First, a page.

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Sending kids with asthma to school? Here's what you need to know

Blog post | 28 Jan 2020

Sending kids back to school after the long summer break can feel like a blessed relief. But if your child has asthma, you might also be a bit nervous, especially since bushfire smoke has been blanketing parts of Australia, causing a spike in presentations to hospital emergency departments.

Even without bushfire smoke, there is always a surge in hospital visits due to asthma and flare-ups in children after the summer holidays. The National Asthma Council estimates that each year, up to 1 in 4 of these hospital admissions occurs in February.

This, in part, is because in the classroom children are closer than usual to other children, who may share their cold and flu nasties. There may also be triggers for asthma attacks, such as mould or dust; children may not have been using their preventers during the summer holidays; and then there is the general stress of returning to school routines.

So what can you do to keep your little ones healthy when they head back through the school gates? Here are some tips for keeping on top of things when they are out of your care.

Prevention is best

Always administer a preventer in the morning. Because preventers can take days or even weeks to work, they do not provide relief from an asthma attack, but help to prevent attacks from happening. Preventers should be used daily, not just when the air quality is very bad, or when your child is experiencing asthma symptoms.

Preventers function by reducing inflammation in the airways, which in turn makes them less sensitive, reducing the occurrence of asthma attacks. A prescription is required for preventers.

Have a plan

During 2017–18 it was estimated that 1 in 3 children under 14 years of age did not have a written asthma action plan. Developing an asthma action plan with your child’s doctor is important. Make sure your child’s teacher is familiar with your child’s asthma management plan and knows what to do if they start to show symptoms of an attack. To keep your plan up to date, check it every year with your child’s doctor in case their needs have changed.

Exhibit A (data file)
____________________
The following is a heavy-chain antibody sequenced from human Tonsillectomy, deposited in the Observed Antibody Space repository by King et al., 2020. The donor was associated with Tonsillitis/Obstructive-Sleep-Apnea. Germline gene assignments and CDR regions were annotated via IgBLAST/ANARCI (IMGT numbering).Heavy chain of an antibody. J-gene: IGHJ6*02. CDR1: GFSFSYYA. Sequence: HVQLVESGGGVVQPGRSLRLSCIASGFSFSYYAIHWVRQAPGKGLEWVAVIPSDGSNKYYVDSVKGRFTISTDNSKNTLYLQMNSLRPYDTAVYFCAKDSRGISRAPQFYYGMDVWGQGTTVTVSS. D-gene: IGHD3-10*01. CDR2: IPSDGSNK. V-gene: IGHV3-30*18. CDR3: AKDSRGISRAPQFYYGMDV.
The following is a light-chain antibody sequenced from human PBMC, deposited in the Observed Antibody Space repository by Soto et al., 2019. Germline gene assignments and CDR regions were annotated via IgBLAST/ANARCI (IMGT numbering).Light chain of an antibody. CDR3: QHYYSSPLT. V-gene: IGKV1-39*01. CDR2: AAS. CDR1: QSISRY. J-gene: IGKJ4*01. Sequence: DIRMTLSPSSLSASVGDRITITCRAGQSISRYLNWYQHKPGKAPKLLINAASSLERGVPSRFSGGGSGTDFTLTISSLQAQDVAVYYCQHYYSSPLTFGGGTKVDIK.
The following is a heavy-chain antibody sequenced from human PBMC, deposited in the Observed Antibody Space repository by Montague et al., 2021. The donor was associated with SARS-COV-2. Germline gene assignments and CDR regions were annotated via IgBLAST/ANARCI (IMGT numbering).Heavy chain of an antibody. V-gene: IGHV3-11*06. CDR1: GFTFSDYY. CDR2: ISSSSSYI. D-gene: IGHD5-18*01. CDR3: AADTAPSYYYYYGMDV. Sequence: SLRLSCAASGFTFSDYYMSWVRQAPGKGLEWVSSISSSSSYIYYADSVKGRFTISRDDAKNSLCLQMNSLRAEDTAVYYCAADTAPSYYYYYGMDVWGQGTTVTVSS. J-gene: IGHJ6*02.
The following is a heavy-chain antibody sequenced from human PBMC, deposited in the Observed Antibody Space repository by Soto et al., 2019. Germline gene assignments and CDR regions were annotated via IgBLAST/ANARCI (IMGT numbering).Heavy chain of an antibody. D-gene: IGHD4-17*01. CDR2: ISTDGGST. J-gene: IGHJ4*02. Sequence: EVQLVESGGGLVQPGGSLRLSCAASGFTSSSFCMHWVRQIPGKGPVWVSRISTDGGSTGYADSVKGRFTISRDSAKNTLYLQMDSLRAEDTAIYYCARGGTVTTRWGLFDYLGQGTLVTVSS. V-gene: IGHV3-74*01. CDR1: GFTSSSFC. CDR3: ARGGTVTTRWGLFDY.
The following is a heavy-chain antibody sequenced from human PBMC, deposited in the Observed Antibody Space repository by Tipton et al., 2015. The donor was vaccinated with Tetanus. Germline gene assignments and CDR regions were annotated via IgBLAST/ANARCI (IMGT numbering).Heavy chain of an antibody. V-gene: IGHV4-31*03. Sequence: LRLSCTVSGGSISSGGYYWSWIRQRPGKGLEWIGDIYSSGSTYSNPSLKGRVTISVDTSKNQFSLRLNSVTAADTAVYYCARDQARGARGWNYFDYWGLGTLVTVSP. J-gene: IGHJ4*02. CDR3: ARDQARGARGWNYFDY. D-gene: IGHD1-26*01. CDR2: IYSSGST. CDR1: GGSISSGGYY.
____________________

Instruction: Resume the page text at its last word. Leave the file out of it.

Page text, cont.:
Pack your puffer

Ventolin inhalers or relievers are essential for people with asthma and should be on hand even if they aren’t experiencing symptoms. They start to work within minutes, relaxing the muscles around the airways to open them up, and they can be effective for up to 4 hours. Most relievers are available over the counter in pharmacies.

Use a spacer

Spacers are devices that can be attached to a Ventolin inhaler to help deliver medication more accurately. Using an inhaler directly by mouth, can cause a proportion of the medication to end up in the mouth or throat, especially in the case of children. Spacers provide more space between the inhaler and the mouth, and make it easier to breathe in at the right time to inhale the medication.

Give a care pack to the school office. Supply a puffer and a spacer to your school office so that they are prepared in case your child does have an asthma attack.

Learn the triggers

Try to identify what causes your child’s asthma to flare up and educate your child about what these triggers are. There are several common asthma triggers that you can look into, including exercise, mould, dust, air quality, extreme weather, colds and flu, pollen, and cigarette and bushfire smoke. If their asthma is triggered by exercise, make sure they take their puffer with them to sport.

Teach the technique

Inhaling Ventolin can be tricky for kids because it feels unnatural and it can be hard for them to coordinate pressing their inhaler and breathing at the right time. Using a spacer will help, but if there isn’t one available, they need to know how to inhale their medication both from their reliever and a spacer.

Watch this video by Asthma Australia for guidance on how to administer Ventolin to children. Younger children may need to use a spacer with a facemask. Older children may want to switch to a spacer with a mouthpiece

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